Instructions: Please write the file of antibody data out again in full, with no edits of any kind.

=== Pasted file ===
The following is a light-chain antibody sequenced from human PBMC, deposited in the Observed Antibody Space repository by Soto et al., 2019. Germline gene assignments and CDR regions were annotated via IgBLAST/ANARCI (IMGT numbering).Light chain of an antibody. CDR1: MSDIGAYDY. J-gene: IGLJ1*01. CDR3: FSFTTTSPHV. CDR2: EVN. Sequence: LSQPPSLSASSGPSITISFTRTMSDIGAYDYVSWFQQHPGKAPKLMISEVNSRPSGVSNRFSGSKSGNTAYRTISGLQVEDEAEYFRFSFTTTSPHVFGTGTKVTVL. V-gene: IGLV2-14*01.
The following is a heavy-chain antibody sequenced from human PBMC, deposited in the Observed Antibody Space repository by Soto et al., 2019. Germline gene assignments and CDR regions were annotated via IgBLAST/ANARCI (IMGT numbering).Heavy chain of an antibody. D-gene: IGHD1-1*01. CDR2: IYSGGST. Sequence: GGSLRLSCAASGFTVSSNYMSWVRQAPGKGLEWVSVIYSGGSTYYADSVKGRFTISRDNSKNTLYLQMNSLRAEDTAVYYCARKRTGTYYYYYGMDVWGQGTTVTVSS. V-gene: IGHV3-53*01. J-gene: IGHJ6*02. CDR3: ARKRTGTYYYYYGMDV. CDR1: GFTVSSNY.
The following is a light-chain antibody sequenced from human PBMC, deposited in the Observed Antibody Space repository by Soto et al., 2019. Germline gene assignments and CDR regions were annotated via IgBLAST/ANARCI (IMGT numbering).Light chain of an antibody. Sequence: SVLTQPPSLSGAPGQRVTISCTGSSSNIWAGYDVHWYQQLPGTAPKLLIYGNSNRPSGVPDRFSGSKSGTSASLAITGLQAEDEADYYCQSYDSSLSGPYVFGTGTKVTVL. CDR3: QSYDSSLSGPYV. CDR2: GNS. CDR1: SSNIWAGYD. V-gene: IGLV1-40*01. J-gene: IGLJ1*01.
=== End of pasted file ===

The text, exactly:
The following is a light-chain antibody sequenced from human PBMC, deposited in the Observed Antibody Space repository by Soto et al., 2019. Germline gene assignments and CDR regions were annotated via IgBLAST/ANARCI (IMGT numbering).Light chain of an antibody. CDR1: MSDIGAYDY. J-gene: IGLJ1*01. CDR3: FSFTTTSPHV. CDR2: EVN. Sequence: LSQPPSLSASSGPSITISFTRTMSDIGAYDYVSWFQQHPGKAPKLMISEVNSRPSGVSNRFSGSKSGNTAYRTISGLQVEDEAEYFRFSFTTTSPHVFGTGTKVTVL. V-gene: IGLV2-14*01.
The following is a heavy-chain antibody sequenced from human PBMC, deposited in the Observed Antibody Space repository by Soto et al., 2019. Germline gene assignments and CDR regions were annotated via IgBLAST/ANARCI (IMGT numbering).Heavy chain of an antibody. D-gene: IGHD1-1*01. CDR2: IYSGGST. Sequence: GGSLRLSCAASGFTVSSNYMSWVRQAPGKGLEWVSVIYSGGSTYYADSVKGRFTISRDNSKNTLYLQMNSLRAEDTAVYYCARKRTGTYYYYYGMDVWGQGTTVTVSS. V-gene: IGHV3-53*01. J-gene: IGHJ6*02. CDR3: ARKRTGTYYYYYGMDV. CDR1: GFTVSSNY.
The following is a light-chain antibody sequenced from human PBMC, deposited in the Observed Antibody Space repository by Soto et al., 2019. Germline gene assignments and CDR regions were annotated via IgBLAST/ANARCI (IMGT numbering).Light chain of an antibody. Sequence: SVLTQPPSLSGAPGQRVTISCTGSSSNIWAGYDVHWYQQLPGTAPKLLIYGNSNRPSGVPDRFSGSKSGTSASLAITGLQAEDEADYYCQSYDSSLSGPYVFGTGTKVTVL. CDR3: QSYDSSLSGPYV. CDR2: GNS. CDR1: SSNIWAGYD. V-gene: IGLV1-40*01. J-gene: IGLJ1*01.